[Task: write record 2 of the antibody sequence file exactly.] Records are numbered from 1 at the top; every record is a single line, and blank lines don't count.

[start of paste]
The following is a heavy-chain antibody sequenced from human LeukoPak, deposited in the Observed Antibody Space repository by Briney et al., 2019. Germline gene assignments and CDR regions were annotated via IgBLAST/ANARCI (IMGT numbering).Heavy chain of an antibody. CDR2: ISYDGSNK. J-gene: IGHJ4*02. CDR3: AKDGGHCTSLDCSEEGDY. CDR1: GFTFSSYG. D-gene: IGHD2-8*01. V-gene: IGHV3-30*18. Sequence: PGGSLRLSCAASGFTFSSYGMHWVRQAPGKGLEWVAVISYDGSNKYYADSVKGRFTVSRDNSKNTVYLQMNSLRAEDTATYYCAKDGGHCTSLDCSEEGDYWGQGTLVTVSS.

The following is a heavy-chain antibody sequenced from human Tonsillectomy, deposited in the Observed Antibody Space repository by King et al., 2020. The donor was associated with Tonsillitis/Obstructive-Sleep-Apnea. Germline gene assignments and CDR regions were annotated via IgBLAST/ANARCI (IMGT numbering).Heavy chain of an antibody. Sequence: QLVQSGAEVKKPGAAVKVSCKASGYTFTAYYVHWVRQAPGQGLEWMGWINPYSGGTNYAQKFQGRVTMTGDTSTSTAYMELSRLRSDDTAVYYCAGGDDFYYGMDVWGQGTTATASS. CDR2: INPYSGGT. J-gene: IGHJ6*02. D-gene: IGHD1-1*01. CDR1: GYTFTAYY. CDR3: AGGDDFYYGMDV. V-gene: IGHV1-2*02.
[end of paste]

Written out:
The following is a heavy-chain antibody sequenced from human Tonsillectomy, deposited in the Observed Antibody Space repository by King et al., 2020. The donor was associated with Tonsillitis/Obstructive-Sleep-Apnea. Germline gene assignments and CDR regions were annotated via IgBLAST/ANARCI (IMGT numbering).Heavy chain of an antibody. Sequence: QLVQSGAEVKKPGAAVKVSCKASGYTFTAYYVHWVRQAPGQGLEWMGWINPYSGGTNYAQKFQGRVTMTGDTSTSTAYMELSRLRSDDTAVYYCAGGDDFYYGMDVWGQGTTATASS. CDR2: INPYSGGT. J-gene: IGHJ6*02. D-gene: IGHD1-1*01. CDR1: GYTFTAYY. CDR3: AGGDDFYYGMDV. V-gene: IGHV1-2*02.